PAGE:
Preparing to Protest: Direct Action, the Arts of Protest and Media Impact
Friday, October 18, 2013
9:00 a.m. – 4:00 p.m.
Gittis Hall 213
Penn Law School
34th and Sansom Streets, Philadelphia, PA
Regina Austin, a law professor at Penn and director of the Penn Program on Documentaries & the Law
Screening “Marchers on Blair Mountain” (2011) (Zein Nakhoda, director) (Video)
II. The Arts of Protest and Visually Impactful Direct Action
Direct action protest is performance. Its constituent elements draw on various art forms, including choreography and movement; drama, comedy, and satire; passionate oratory and poetry; music and song; memorable posters and placards; costumes and masks; and puppets. Close your eyes and iconic images and sounds of protests of the past captured in photographs, films, and videos and on soundtracks and records will readily come to mind. What makes them iconic? The first panel will focus on proven techniques for maximizing the visual effects of direct action protests.
11:00 AM-12:30 PM
III. Capturing the Sights and Sounds of Protest on Camera
Digital cameras are ubiquitous. Nearly everyone has a cell phone. It follows that nearly everyone can be a media maker capturing direct action protests as they unfold. On what aspects of a protest should the amateur focus? What kinds of images of protestors have the most impact? Are there legal restrictions on nonparticipants recording protests? Is there anything protesters can do to prevent surveillance of demonstrations by the police? Is it legal to record the police interacting with protestors? Does it make a difference if recording the police in action in public places is the subject of the protest action?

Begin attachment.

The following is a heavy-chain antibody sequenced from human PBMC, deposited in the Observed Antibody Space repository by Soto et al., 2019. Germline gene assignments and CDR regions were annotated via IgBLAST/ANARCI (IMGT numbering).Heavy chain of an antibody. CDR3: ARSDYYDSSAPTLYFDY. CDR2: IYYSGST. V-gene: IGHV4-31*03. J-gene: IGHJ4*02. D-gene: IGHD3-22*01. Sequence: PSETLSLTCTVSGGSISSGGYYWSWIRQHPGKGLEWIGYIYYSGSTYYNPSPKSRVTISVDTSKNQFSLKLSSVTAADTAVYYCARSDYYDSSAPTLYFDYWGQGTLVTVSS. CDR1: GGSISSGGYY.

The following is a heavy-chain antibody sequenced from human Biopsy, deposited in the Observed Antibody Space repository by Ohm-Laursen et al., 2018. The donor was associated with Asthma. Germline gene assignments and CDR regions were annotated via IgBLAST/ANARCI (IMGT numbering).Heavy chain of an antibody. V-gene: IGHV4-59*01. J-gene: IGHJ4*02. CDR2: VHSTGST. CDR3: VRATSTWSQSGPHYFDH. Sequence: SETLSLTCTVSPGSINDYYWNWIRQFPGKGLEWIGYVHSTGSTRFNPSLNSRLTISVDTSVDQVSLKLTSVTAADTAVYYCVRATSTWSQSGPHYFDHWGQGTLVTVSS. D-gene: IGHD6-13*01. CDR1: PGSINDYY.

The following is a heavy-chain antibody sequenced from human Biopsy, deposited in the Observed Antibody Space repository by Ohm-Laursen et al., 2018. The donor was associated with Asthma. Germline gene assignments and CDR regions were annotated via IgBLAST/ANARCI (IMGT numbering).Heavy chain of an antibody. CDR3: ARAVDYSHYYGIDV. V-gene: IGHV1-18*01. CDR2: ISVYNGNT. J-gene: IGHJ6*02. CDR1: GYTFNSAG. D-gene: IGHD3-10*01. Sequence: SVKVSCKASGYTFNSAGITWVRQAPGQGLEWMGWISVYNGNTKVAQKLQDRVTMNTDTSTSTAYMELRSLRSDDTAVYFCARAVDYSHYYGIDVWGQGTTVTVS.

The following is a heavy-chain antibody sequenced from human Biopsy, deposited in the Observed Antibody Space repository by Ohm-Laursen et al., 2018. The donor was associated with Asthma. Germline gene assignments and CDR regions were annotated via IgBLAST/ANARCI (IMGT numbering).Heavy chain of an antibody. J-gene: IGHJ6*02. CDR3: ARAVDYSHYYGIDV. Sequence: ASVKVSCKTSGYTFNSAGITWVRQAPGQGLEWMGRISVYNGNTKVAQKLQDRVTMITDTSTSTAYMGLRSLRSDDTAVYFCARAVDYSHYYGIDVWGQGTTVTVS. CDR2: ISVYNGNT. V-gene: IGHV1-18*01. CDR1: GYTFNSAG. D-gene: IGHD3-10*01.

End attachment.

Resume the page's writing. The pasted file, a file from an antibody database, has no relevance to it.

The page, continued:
Larry Krasner, Esq.
Kelly Matheson, Esq.
Lunch in Levy Conference Center (Silverman 245A)
Sign Making Exercise and Open Mike on Direct Action (Bring your cellphones.)
What are your experiences, thoughts, observations and theories about direct action? Can you put them into a few words or a drawing? Materials for making protest signs will be available during lunch for attendees to engage directly in the art of protest. Cameras (yours) to capture the effort will be everywhere. An open mike and a cinematographer will allow you to make a statement about the significance of your sign.
IV. The Impact of Digital Visual Media on Protests around the World
Direct action seems to be on the uptick throughout the world. What roles have digital visual technology and news media that are international in scope played in this expansion of protest? What impact do images of protest in one part of the globe have on the incidence of protest in other parts of the world?
V. Images of Protest and the Ethics of Capture and Dissemination (privacy, security, surveillance, exploitation, consent, organizing versus agitation, etc.) (i.e., where image ethics and legal ethics meet)
Even if it is legal to capture images of people engaged in direct action protests in public, are there ethical limits based on notions of privacy and anonymity that should nonetheless be respected? Do public protestors have any privacy rights with regard to posting their images on social media? Suppose the protestors are members of socially vulnerable groups, such as children, undocumented immigrants, or persons with intellectual or mental disabilities. Media coverage is essential to publicizing and growing a movement. It can also be a source of surveillance and cooptation. Is it possible to keep such social media making authentic and on message?
Kelly Matheson, Esq.
Mary Catherine Roper, Esq.
This program has been approved for 4.0 substantive law credit hours and 1.5 ethics hours for Pennsylvania lawyers. CLE credits may be available in other jurisdictions as well. Attendees seeking CLE credit should bring separate payment in the amount of $55.00 (or $30.00 for public interest attorneys) cash or check payable to "The Trustees of the University of Pennsylvania." If you will not be attending the entire program the fee will be $15.00 per credit hour.